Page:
Sustainability has been identified as a key challenge in this project from the start. We start at the end with our ideas for a development roadmap and that is followed by our draft market / situational analysis

An ideal Roadmap

We are considering something similar to the USA experience (see below), after discussions with various stakeholders have revealed options for a ‘market intervention’ that also avoid the common commercial ‘Innovation Valley of Death’. Our intervention would potentially take the following form – to obtain funding / resources to do the following (in stages):

The Citizen Literacy ‘vision’:

  1. Create and publish learning resources to help tutors teach Entry Level 1, 2, & 3 using Phonics methods. (Entry Level 1 has been completed – but is not openly available)
  2. We would also like to create an App that would support learners as they work their way through the F2F courses at Entry Levels 1, 2, & 3 – to keep them motivated and progressing between classes.
  3. We would also like to create a version of the App that teachers can use in Class on Smartboards etc as a teaching aid with enhancements for teachers
  4. We would like to create tutor training resources to help community education tutors gain the skills and confidence to use phonics methods and our teaching and learning resources (if they choose)
  5. Have all the teaching and learning resources openly and freely available under a Creative Commons Attribution Licence – so that commercial providers can use them if they choose to – so that maximum use is made of the resources and maximum impact achieved

Market Analysis / Situational Analysis

As our stakeholder engagement and mapping exercise has progressed through workshops, twitter, attending meetings and conferences, etc. We have begun to get an idea of what might be viable and sustainable into the future both for the UK adult literacy sector and the project partners. This analysis has recently been catalysed by discussions within the team, funding applications we have been engaged in and contacts with English UnionLearn and the Liverpool City Region Combined Authority.

The general background, especially in England, is one of budget cuts and fragmentation in services and a reliance on a ‘market-based’ provision driven by policy decisions at national level across a range of government bodies. The House of Commons Committee on Literacy and Numeracy has largely come to the same conclusions and added there is a lack of information and direction for adults to find local learning providers. There are some striking similarities to the situation in the USA, from where we have had some enquiries.

We would describe the current situation as a classic example of a ‘market failure’. We decided early on that we would aim to collaborate with others to be part of a solution rather than trying to be the solution. In other words, we did not see a viable traditional commercial model as a path to sustainability – for the kind of systemic reasons we have identified. For the City of Glasgow College to take on any long term responsibility is also considered unrealistic due to the continuing funding pressures on colleges and managerial ‘churn’ which makes realistic long-term planning of this kind impossible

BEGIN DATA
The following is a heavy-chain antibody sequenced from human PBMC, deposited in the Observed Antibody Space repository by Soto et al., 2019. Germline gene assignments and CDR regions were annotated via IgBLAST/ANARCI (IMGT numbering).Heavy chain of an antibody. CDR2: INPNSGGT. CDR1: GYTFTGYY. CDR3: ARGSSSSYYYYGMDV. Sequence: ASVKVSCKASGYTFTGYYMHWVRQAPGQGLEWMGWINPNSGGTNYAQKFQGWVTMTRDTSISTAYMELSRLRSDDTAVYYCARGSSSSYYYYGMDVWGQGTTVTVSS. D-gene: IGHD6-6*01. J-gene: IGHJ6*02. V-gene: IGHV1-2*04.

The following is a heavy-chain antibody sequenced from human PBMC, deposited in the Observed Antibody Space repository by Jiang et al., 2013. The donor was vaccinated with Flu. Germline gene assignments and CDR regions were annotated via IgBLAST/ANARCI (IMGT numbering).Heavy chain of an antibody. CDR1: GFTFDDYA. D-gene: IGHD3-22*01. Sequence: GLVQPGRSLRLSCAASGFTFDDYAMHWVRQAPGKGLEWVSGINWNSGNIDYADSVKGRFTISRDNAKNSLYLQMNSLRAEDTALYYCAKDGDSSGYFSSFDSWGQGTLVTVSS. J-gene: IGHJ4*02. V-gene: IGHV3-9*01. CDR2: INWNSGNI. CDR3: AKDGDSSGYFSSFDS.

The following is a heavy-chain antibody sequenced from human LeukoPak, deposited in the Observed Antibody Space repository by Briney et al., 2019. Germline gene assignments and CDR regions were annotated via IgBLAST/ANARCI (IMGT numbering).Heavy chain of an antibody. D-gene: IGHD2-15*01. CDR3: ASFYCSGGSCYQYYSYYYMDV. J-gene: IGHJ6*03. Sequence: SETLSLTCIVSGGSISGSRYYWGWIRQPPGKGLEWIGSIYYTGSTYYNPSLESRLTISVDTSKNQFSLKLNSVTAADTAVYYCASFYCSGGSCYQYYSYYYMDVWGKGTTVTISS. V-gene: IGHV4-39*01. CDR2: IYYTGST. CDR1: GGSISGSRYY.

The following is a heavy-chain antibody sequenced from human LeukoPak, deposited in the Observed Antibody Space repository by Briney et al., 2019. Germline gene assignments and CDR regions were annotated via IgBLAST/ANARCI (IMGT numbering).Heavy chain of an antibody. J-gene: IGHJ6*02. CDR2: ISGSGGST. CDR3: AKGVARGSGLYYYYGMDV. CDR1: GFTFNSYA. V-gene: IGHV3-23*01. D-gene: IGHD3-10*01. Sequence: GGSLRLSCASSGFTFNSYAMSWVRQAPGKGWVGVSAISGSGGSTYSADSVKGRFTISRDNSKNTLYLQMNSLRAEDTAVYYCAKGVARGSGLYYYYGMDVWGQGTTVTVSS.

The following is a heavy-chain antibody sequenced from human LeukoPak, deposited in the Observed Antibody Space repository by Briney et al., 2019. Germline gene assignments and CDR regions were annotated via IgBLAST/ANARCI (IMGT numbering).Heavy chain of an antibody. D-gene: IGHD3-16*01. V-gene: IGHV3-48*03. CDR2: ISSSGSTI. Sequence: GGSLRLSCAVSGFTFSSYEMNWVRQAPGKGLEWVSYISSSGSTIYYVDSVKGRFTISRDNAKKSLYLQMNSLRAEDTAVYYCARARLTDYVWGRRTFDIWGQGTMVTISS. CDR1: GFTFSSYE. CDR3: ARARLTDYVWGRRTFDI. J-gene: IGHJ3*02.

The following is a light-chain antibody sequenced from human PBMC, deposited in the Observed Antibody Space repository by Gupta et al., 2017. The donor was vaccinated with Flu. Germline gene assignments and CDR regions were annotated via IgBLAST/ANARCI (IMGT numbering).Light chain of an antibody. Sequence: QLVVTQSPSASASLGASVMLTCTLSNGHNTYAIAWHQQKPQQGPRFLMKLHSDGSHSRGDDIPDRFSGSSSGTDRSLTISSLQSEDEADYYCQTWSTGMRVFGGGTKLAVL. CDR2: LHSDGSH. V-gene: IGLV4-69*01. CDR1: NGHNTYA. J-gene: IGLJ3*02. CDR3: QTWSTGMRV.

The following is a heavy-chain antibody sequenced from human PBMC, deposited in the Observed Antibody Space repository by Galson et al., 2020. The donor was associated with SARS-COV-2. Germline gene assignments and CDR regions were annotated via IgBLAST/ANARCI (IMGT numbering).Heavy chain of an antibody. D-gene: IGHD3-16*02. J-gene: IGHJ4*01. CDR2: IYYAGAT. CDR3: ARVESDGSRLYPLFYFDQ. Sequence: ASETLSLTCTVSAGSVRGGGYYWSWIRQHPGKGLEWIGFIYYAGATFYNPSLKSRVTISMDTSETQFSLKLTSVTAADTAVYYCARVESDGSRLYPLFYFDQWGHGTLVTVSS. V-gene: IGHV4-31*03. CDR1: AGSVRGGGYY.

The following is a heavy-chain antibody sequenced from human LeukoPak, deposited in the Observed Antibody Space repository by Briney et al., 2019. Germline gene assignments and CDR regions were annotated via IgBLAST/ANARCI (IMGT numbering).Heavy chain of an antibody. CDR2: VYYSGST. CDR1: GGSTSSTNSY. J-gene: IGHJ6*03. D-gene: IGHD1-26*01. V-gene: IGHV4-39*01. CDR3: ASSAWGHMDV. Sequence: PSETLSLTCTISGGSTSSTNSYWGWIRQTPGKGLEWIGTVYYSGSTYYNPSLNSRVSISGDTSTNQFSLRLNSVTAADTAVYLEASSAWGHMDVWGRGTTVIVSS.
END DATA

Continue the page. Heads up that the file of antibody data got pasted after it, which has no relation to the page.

Looking back to the USA, we have seen how the Open Textbook and Open Education movements have responded to similar challenges. Here in the UK the influential US charity the Hewlett Foundation has funded the Open University to explore how initiatives like this might work. In some USA states the state legislatures for education have funded the creation of open education resources and textbooks for community college courses and mandated the colleges (who they control) to use them. This has saved college students large amount of money as the textbooks are free digital or pay to print.

The Creative Commons Licence Scheme is well established and legally recognised – you can find out more here https://creativecommons.org/about/. This approach also ensure the products are not legally hindered from being used in the future if the partners close or disband.

The current Citizen Literacy project partners all have viable existing business activities that are not dependant on commercialising the above open products. The literacy practitioners would certainly use them. Supporting the above products would not be too onerous in terms of internet hosting and maintenance etc. In addition, there are a number of related commercial products and opportunities that, as a partnership of literacy experts and software developers, we have started to identify that could make the partnership a continuing commercial entity. The reputational benefit to each partner in their sector could be significant and lead to further commercial opportunities for each individual partner as a business. So, this has led to us to consider if we should seek a legal entity to carry such a partnership forwards. There are a number of legal formation we could consider. One that we are looking at closely is that of a charitable incorporated organisation, this has a number of benefits:

  • It is a ‘proper’ charity regulated by the Charity Commission
  • Charitable status can make it easier to obtain further funding and enter into collaborations (Trust)
  • Less bureaucratic than a traditional charity
  • It is a legal person – able to enter into contracts
  • Has limited liability
  • Has a better reputation than various forms of ‘social enterprise’
  • Can be composed of limited companies that are working together for charitable purposes

© Citizen Literacy 2020 | info@citizenliteracy.com